Carbon County

The wagon ruts were quieted when the transcontinental railroad was built in 1869.  Now people fly, or drive across Interstate Highways missing all the little whistle stops that are quiet along the nearby two-lane roads.  Since America's destiny was deemed manifest (for better or worse), the landscape here has often been crossed in search of something more such as: California Gold, Utah Salt, or Oregon Timber.  Carbon County, Wyoming was named after extensive coal deposits, when the Union Pacific Railroad began mining the area to fuel its steam locomotives. This is a region where American women first received the right to vote, and bandits such as Butch Cassidy and the Sundance Kid roamed, and robbed.

After an artist residency in 2015, I quickly became enamored with this land.  As a native borne New Yorker, it beckoned me to return, and in 2017 as a result I sought employment at a private dude ranch.  Wyoming and Carbon County grew ever larger in my imagination after we settled in as a family. Through popular culture I inherited a false mythos of the American West as a place of abundance and adventure.  I strove to unburden myself from this flawed perception as I began searching for a notion of a True West shaped through a better understanding of its history. A metaphor within the title revealed itself.  Carbon is to unquenchable desire for experience and resource, as County is to its untenable, bordered end.

Highway Arbor

Despite the archaic sprawl and unaccommodated loneliness pervading America’s byways, there remains the oldest, most striking structures of all. One guards a rocky crest overlooking U.S. Route 19 near Rocky Gap, West Virginia, forming a mise en scène resembling a contemporary play. As if waiting for me to pass, a solitary Ocotillo Cactus stands aside the road in California’s desert. Along Lincoln Highway in Pennsylvania, we see power lines stretching over a tree stump, as if to make claim to the territory. Trees sprout up in the most surprising places. During long stretches of time driving, it is difficult not to begin to anthropomorphize, to attribute these trees human characteristics. In cities we have parks deliberately constructed and trees planted according to the phenomenological goals of urban planners. These arboreal roadside companions seem to eschew any of that. Instead they stand as objects of serendipitous beauty, unintentionally placed yet completely appropriate.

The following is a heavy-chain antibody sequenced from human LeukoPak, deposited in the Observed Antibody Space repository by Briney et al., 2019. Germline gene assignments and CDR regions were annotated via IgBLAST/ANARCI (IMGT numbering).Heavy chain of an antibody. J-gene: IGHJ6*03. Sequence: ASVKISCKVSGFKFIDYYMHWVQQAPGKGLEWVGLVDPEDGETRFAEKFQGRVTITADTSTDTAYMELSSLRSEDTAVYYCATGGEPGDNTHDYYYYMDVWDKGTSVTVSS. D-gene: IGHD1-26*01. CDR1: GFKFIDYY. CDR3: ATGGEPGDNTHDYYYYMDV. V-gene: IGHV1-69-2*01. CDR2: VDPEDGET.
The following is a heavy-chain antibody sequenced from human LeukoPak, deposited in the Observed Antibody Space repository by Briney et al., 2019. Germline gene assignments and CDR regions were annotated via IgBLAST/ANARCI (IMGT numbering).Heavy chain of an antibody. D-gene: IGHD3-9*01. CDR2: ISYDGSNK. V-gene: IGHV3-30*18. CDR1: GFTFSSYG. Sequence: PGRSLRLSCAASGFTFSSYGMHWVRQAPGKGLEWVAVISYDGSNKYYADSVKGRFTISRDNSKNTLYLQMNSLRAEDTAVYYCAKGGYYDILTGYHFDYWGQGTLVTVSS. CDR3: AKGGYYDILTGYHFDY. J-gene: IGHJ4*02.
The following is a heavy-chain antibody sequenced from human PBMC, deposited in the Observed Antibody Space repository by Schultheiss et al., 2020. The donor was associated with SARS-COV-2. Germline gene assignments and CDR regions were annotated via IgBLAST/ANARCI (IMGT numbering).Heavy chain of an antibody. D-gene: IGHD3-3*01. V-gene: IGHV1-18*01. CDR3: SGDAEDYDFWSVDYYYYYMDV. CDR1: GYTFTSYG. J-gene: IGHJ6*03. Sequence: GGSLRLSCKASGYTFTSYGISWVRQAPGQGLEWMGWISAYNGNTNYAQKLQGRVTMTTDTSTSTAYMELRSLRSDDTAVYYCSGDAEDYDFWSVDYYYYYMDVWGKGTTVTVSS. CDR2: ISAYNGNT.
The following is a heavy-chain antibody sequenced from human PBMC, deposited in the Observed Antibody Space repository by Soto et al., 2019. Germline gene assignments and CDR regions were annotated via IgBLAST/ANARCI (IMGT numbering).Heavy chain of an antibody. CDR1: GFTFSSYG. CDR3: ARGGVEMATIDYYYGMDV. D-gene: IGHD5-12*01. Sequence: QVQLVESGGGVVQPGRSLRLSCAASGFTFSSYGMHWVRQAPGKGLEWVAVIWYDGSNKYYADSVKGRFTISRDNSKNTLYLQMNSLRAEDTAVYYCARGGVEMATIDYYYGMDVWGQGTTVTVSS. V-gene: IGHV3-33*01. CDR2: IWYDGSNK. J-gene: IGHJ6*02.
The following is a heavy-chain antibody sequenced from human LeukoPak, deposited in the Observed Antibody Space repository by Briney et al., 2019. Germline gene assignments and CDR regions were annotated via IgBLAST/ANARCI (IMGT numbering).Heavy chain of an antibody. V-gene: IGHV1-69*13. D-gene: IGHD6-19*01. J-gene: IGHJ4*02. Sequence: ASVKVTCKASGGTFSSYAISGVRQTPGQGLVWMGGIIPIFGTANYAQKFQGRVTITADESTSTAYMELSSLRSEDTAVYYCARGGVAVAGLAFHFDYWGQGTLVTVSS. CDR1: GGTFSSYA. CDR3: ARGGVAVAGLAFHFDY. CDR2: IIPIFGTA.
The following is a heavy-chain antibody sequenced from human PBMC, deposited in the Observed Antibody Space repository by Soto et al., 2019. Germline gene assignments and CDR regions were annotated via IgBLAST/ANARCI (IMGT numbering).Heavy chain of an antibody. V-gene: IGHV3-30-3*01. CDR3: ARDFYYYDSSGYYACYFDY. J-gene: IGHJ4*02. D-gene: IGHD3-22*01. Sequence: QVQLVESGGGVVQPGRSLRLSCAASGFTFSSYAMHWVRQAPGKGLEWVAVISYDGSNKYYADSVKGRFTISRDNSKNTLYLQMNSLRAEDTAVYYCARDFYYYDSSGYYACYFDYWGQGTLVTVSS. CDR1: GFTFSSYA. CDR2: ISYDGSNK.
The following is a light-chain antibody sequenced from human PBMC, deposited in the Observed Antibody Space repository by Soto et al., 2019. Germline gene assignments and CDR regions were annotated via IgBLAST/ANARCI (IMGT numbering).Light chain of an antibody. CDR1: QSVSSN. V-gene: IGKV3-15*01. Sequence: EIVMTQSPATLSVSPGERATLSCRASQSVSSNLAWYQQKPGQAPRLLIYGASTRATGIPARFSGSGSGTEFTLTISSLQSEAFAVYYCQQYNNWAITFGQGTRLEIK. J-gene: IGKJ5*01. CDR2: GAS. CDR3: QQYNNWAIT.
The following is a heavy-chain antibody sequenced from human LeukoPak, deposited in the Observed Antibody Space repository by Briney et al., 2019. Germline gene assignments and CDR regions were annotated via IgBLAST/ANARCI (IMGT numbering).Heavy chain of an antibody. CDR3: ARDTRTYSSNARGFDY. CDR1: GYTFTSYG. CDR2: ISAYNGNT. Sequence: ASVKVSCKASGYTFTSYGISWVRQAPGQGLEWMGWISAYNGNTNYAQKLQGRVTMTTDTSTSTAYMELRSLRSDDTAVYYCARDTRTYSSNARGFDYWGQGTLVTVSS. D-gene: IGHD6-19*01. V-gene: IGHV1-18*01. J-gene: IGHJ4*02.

The Electro-Motive Divison of General Motors constructed streamlined diesel locomotives beginning in 1939. Their performance and aesthetic appeal led to the demise of the steam locomotive’s costly burden. Although most railroads in the United States were either gone or in severe financial straits by the 1960s, these locomotives remained in service. They stand as historical relics, pieces of equipment that witnessed the pre-1950s railroad hegemony transition into today’s geographically indistinct rail conglomerates. This is an ongoing project where I am documenting existing F- and E-series locomotives carrying markings of these once powerful and regionally distinct railroads. Affectionately called “Fallen Flags”, these roads crossed the country with over 230,000 track miles, more than double today’s mileage.

National Character

Picturing America is to unfurl a tapestry of exceptionalism -- not the “City upon the Hill” exceptionalism, but a genuine, vestigial kind. As highway began replacing railroad lines in the 1950s, a restructuring of physical and social space began. Suburbs rose and cities suffered. What persists is an illustrative tracery of people and places, rich in their ability to find meaning in transformation.

Railroad Landscapes

Space changes around rail lines that remain generations after their construction. The tracks flow into the distance or cut across a picture, leaving us in wonder; and yet their confident line anchors one to its path. Once bustling depots sit forlorn, objects of aesthetic pride are forgotten. Elsewhere, tracks flow through immutable mountain passes. This body of photographs examines the overlooked track-side environment of America's railroads. From the urban to the rural, I set out to examine how the tracks exist as a narrative force within the frame while also looking to places describing our collective history.

“He knew at once he found the proper place. He saw the lordly oaks before the house, the flower beds, the garden and the arbor, and farther off, the glint of rails..." -Thomas Wolfe